5. 5. Summary of Methods II <ul><li>A test was innapropriate if the patient was showing no signs of disease, was treated experimentally with antibiotics, or the test was ordered as a test of cure. </li></ul><ul><li>Because evidence based practice guidelines do not address Lyme Disease testing for other symptoms like fatigue or malaise, the test was defined as discretionary if it met none of the criteria </li></ul>“ E nzyme- L inked I mmuno S orbent A ssay a serological test in which the sensitivity of the reaction is increased by attaching an enzyme that produces a colored product to one of the reactants (multi-well ELISA plate; wells showing yellow color are positive)”(Apsnet,2006)
  6. 6. Table of Appropriate and Inappropriate Indications for an LDST, Lyme-Endemic Region Patient with carditis Serologic test ordered as a test of cure Patient with atrioventricular block Patient treated experimentally with antibiotics Patient with lymphocytic meningitis Patient with clinician-diagnosed erythma migrans Patient with cranial neuritis Patient is asymptomatic Patient with arthritis Inappropriate Appropriate
  7. 7. Summary of Results <ul><li>The Doctor’s sampled 408 LDST requests and 356 surveys were completed, 250 clinicians completed only 1 questionnaire, and forty clinicians refused to participate, and 12 could not be reached </li></ul><ul><li>Of the 356 LDST requests, 20% were classified as appropriate, 27% appropriate and 53% discreinary. </li></ul><ul><li>The reasons for classifying tests as inappropriate included absence of symptoms(55%), empirical antibiotic treatment(27%), test of cure(27%), and diagnosis of erythma migrans(24%) </li></ul>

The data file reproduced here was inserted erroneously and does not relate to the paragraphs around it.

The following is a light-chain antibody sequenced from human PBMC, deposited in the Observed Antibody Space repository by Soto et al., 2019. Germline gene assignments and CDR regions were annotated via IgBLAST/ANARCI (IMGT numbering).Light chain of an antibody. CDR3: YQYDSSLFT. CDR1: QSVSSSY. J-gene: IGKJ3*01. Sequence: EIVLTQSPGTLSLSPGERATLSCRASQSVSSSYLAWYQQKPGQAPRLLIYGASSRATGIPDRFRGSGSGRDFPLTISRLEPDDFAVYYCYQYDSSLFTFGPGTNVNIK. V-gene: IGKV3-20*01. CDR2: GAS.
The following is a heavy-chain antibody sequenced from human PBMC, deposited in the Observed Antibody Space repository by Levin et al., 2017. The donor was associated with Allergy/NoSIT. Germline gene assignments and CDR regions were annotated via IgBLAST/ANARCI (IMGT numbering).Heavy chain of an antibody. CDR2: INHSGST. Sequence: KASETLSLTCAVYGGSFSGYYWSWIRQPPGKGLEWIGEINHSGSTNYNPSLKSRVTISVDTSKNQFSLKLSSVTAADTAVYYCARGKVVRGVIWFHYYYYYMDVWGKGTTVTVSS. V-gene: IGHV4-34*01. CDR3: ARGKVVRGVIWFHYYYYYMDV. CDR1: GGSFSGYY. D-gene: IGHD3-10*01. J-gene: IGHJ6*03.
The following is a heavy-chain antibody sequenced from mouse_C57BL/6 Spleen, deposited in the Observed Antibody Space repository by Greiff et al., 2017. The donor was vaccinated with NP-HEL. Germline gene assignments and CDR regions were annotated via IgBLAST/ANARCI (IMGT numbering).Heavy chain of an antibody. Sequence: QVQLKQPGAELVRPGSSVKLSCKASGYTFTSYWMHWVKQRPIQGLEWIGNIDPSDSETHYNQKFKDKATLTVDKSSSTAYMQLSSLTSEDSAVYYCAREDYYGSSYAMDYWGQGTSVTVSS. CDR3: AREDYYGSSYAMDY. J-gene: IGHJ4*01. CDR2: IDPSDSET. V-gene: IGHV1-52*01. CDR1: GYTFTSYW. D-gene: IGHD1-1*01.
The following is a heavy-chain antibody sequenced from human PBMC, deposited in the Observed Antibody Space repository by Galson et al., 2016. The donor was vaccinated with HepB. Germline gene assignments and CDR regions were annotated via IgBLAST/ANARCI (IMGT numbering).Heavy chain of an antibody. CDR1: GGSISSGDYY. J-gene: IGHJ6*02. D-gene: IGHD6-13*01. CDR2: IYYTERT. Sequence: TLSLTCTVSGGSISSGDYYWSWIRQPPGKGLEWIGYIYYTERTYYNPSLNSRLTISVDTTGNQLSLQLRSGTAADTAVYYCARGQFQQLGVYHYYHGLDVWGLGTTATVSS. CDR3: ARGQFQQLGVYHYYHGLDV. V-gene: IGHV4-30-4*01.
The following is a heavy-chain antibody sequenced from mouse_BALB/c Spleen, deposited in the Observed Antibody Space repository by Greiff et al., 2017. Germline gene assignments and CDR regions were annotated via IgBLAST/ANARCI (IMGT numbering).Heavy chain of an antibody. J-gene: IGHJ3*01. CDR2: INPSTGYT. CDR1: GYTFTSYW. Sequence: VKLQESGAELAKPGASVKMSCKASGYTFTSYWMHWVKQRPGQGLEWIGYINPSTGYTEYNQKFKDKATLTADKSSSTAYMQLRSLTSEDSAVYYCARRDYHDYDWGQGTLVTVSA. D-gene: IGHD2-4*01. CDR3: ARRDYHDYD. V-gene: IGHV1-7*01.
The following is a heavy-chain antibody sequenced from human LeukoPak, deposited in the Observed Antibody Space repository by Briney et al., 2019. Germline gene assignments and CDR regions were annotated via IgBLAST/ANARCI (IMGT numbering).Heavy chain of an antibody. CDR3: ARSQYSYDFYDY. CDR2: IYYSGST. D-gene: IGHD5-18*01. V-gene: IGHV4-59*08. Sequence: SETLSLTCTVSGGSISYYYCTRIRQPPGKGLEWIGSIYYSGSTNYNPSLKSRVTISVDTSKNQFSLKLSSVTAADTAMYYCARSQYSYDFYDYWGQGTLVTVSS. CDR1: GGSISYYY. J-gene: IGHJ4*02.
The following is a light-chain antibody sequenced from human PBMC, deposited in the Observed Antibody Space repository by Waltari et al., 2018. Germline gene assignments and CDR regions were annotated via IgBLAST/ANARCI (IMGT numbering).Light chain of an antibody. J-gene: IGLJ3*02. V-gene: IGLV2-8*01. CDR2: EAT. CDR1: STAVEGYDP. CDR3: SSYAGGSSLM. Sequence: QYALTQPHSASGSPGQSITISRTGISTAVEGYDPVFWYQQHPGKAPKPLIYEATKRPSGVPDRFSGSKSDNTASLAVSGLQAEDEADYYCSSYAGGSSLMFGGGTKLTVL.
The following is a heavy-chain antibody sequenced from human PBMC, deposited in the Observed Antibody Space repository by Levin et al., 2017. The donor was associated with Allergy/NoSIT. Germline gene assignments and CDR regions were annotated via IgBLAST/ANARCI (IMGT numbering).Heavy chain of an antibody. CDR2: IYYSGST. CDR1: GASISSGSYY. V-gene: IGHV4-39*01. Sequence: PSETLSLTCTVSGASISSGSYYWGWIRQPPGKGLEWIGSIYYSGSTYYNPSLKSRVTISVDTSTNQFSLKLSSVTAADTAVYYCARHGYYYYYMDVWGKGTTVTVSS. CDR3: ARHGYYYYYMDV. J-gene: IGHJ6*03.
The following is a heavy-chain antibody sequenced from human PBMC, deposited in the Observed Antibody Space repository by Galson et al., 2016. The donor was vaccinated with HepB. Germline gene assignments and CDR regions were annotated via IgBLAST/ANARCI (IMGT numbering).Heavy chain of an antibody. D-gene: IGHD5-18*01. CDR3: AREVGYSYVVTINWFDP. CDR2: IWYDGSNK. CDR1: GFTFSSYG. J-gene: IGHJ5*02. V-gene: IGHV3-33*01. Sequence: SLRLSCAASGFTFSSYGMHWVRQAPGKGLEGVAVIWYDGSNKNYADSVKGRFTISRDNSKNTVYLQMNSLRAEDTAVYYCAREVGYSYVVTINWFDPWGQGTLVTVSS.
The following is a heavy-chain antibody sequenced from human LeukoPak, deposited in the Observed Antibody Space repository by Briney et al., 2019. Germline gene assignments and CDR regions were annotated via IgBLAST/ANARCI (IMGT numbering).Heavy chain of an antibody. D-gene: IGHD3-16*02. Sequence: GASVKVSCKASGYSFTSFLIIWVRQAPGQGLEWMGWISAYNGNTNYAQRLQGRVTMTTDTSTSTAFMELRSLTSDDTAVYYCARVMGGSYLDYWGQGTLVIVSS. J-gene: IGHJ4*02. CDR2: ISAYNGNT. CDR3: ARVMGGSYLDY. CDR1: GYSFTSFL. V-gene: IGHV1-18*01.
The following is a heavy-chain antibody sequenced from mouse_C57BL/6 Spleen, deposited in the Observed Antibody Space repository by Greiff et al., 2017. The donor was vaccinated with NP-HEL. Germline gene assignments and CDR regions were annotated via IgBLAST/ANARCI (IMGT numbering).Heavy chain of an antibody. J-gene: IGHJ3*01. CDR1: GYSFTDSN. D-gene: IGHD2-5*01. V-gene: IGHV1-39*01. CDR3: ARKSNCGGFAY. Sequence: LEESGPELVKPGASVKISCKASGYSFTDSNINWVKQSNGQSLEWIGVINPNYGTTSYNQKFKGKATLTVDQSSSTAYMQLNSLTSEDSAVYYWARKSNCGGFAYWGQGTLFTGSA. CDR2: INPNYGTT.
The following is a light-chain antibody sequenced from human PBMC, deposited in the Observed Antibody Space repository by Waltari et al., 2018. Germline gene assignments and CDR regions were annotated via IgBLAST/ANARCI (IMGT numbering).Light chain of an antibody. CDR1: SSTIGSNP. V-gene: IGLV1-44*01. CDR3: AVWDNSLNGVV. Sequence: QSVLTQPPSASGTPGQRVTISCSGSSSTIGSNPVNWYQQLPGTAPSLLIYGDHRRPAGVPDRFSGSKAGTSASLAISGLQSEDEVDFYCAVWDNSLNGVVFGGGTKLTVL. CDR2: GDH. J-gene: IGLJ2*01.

8. 8. Summary of Results II <ul><li>Patient-initiated tests were more likely to be inappropriate than tests initiated by clinicians </li></ul><ul><li>Two factors were independently associated with inappropriate testing: Known or suspected tick bite within 30 days of illness onset, and test ordered by an emergency or urgent care clinician. </li></ul><ul><li>In this study more than 50% of the inappropriate tests were for asymptomatic patients. </li></ul><ul><li>Compared with family physicians, and internists, physcians in emergency or urgent care were more likely to order inappropriate tests. The Doctors speculated that the people that ordered the tests were not educated enough. </li></ul><ul><li>Interventions should be focused on educating providers about indications for Lyme disease testing, mainly about the absence of symptoms with or without a tick bite to eliminate the need for testing </li></ul>
  9. 9. Summary of Results III <ul><li>The Doctors also found out that patients requested a lot of number of tests, that turned out to be innappropriate(40%), although most of the inappropriate tests were carried out by physicians. </li></ul><ul><li>A limitation of the study was that clinical information was provided by clinicans without validation of medical record review </li></ul>
  10. 10. Conclusion <ul><li>The Doctors concluded that inappropriate Lyme Disease serologic testing was common in Wisconsin, and patients initiated many of these tests. </li></ul><ul><li>Expanded Education for clinicians and patients about testing indications may reduce the number of inappropriate LDST requests. </li></ul>